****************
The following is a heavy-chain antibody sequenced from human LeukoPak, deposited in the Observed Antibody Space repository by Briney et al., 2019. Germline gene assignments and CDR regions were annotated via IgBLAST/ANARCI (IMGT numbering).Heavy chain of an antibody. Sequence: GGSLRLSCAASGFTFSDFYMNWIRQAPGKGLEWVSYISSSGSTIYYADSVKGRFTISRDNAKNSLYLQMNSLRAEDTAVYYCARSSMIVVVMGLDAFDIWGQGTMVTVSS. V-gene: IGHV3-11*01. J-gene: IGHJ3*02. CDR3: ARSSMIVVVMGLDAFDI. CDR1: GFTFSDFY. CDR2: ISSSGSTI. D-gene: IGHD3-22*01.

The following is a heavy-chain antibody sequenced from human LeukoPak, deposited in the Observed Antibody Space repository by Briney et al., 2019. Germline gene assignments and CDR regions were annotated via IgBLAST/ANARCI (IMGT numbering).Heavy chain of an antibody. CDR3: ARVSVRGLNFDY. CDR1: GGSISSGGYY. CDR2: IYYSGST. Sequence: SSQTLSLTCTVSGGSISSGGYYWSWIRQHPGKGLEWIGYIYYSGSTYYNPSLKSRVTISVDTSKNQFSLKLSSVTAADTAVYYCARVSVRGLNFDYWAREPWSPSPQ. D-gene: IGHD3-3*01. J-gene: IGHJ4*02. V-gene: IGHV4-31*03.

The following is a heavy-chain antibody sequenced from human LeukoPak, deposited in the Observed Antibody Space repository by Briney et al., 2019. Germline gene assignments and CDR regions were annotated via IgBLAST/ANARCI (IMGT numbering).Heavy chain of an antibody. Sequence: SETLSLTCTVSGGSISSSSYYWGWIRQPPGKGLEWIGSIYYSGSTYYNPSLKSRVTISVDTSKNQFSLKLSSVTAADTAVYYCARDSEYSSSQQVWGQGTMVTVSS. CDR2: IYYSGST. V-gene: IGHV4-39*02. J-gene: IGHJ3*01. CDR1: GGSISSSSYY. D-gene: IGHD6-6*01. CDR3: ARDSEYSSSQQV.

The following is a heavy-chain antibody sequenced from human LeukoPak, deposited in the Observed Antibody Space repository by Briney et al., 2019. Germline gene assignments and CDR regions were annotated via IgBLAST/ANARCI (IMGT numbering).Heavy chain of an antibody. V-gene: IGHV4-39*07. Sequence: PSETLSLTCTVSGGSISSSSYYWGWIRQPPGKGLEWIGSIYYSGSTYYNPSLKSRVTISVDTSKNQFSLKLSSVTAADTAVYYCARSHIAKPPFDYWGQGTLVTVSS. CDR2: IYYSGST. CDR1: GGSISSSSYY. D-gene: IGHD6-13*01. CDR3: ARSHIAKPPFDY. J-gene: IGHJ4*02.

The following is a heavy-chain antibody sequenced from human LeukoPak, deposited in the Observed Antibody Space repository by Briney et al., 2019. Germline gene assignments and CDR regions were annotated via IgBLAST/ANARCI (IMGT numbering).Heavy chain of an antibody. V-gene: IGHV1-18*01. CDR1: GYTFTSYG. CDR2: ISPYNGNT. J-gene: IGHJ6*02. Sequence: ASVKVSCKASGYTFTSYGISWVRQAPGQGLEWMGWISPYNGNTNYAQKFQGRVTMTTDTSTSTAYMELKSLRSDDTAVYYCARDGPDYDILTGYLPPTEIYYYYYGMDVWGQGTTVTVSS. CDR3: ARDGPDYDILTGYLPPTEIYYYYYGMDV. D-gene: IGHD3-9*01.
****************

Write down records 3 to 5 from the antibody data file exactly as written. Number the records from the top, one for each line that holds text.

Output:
The following is a heavy-chain antibody sequenced from human LeukoPak, deposited in the Observed Antibody Space repository by Briney et al., 2019. Germline gene assignments and CDR regions were annotated via IgBLAST/ANARCI (IMGT numbering).Heavy chain of an antibody. Sequence: SETLSLTCTVSGGSISSSSYYWGWIRQPPGKGLEWIGSIYYSGSTYYNPSLKSRVTISVDTSKNQFSLKLSSVTAADTAVYYCARDSEYSSSQQVWGQGTMVTVSS. CDR2: IYYSGST. V-gene: IGHV4-39*02. J-gene: IGHJ3*01. CDR1: GGSISSSSYY. D-gene: IGHD6-6*01. CDR3: ARDSEYSSSQQV.

The following is a heavy-chain antibody sequenced from human LeukoPak, deposited in the Observed Antibody Space repository by Briney et al., 2019. Germline gene assignments and CDR regions were annotated via IgBLAST/ANARCI (IMGT numbering).Heavy chain of an antibody. V-gene: IGHV4-39*07. Sequence: PSETLSLTCTVSGGSISSSSYYWGWIRQPPGKGLEWIGSIYYSGSTYYNPSLKSRVTISVDTSKNQFSLKLSSVTAADTAVYYCARSHIAKPPFDYWGQGTLVTVSS. CDR2: IYYSGST. CDR1: GGSISSSSYY. D-gene: IGHD6-13*01. CDR3: ARSHIAKPPFDY. J-gene: IGHJ4*02.

The following is a heavy-chain antibody sequenced from human LeukoPak, deposited in the Observed Antibody Space repository by Briney et al., 2019. Germline gene assignments and CDR regions were annotated via IgBLAST/ANARCI (IMGT numbering).Heavy chain of an antibody. V-gene: IGHV1-18*01. CDR1: GYTFTSYG. CDR2: ISPYNGNT. J-gene: IGHJ6*02. Sequence: ASVKVSCKASGYTFTSYGISWVRQAPGQGLEWMGWISPYNGNTNYAQKFQGRVTMTTDTSTSTAYMELKSLRSDDTAVYYCARDGPDYDILTGYLPPTEIYYYYYGMDVWGQGTTVTVSS. CDR3: ARDGPDYDILTGYLPPTEIYYYYYGMDV. D-gene: IGHD3-9*01.